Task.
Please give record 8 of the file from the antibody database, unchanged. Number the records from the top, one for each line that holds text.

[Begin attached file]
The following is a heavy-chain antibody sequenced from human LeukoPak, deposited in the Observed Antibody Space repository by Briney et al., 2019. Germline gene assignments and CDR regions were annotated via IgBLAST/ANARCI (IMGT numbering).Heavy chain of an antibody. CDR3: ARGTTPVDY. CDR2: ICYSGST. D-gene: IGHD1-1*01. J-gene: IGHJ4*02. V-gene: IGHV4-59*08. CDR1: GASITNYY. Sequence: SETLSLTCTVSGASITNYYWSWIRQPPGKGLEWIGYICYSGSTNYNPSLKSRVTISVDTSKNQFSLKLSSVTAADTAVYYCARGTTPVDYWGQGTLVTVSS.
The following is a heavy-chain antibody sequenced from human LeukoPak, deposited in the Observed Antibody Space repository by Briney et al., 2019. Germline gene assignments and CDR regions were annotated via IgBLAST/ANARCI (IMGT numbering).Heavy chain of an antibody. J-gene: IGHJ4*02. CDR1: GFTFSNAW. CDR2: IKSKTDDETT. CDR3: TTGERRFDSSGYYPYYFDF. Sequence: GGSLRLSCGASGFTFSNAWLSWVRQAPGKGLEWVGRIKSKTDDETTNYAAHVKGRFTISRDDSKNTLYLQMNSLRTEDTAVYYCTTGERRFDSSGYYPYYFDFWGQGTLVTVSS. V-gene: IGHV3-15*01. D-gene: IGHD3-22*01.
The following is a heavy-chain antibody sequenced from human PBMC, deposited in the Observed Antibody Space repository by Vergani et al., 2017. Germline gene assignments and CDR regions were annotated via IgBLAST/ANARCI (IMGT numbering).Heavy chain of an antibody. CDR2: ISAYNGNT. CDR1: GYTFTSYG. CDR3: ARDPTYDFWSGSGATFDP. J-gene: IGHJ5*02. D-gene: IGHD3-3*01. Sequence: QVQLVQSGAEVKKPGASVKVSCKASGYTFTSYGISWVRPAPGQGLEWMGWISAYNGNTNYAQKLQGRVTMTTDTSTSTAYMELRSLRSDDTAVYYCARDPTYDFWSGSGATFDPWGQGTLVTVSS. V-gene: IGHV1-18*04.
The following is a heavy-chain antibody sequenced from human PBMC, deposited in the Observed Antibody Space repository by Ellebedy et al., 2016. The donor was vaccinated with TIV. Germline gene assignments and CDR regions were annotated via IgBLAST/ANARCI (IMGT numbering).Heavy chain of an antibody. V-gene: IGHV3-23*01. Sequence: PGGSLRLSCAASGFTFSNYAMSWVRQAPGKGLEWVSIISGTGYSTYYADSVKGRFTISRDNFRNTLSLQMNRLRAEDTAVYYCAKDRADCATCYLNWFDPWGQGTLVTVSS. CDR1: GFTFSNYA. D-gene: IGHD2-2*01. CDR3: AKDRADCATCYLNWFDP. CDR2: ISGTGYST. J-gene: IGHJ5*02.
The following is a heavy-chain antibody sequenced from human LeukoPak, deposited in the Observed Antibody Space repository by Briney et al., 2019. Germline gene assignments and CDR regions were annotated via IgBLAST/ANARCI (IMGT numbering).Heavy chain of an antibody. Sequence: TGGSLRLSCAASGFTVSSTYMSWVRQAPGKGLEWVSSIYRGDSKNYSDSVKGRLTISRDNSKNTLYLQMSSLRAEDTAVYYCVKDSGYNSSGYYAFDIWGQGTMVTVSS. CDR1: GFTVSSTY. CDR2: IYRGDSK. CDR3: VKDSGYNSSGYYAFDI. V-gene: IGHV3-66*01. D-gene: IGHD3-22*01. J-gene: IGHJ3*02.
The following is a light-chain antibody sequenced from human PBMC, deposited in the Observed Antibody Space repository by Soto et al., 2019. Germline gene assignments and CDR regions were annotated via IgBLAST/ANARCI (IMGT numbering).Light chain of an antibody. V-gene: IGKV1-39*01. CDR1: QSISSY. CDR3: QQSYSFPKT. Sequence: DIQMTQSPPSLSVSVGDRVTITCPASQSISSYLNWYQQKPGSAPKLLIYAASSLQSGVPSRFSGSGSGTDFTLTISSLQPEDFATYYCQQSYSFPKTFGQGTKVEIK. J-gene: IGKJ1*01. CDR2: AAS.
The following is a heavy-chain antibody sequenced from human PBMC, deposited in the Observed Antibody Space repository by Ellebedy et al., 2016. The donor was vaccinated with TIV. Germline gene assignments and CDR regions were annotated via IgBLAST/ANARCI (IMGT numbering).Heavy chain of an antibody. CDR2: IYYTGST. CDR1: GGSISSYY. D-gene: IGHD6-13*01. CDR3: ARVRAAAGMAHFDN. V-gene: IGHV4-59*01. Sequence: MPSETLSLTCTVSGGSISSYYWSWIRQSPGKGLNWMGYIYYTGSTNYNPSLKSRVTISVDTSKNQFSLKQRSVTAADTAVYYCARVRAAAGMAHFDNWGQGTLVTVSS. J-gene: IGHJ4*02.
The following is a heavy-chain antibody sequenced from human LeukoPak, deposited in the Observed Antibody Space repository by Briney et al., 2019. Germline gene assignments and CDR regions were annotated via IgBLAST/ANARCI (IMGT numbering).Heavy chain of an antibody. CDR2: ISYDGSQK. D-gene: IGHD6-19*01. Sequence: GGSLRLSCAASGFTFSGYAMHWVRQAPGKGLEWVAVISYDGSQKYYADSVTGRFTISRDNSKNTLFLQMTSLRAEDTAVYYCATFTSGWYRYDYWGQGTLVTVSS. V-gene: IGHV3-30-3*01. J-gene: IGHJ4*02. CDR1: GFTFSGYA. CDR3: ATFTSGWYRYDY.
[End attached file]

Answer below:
The following is a heavy-chain antibody sequenced from human LeukoPak, deposited in the Observed Antibody Space repository by Briney et al., 2019. Germline gene assignments and CDR regions were annotated via IgBLAST/ANARCI (IMGT numbering).Heavy chain of an antibody. CDR2: ISYDGSQK. D-gene: IGHD6-19*01. Sequence: GGSLRLSCAASGFTFSGYAMHWVRQAPGKGLEWVAVISYDGSQKYYADSVTGRFTISRDNSKNTLFLQMTSLRAEDTAVYYCATFTSGWYRYDYWGQGTLVTVSS. V-gene: IGHV3-30-3*01. J-gene: IGHJ4*02. CDR1: GFTFSGYA. CDR3: ATFTSGWYRYDY.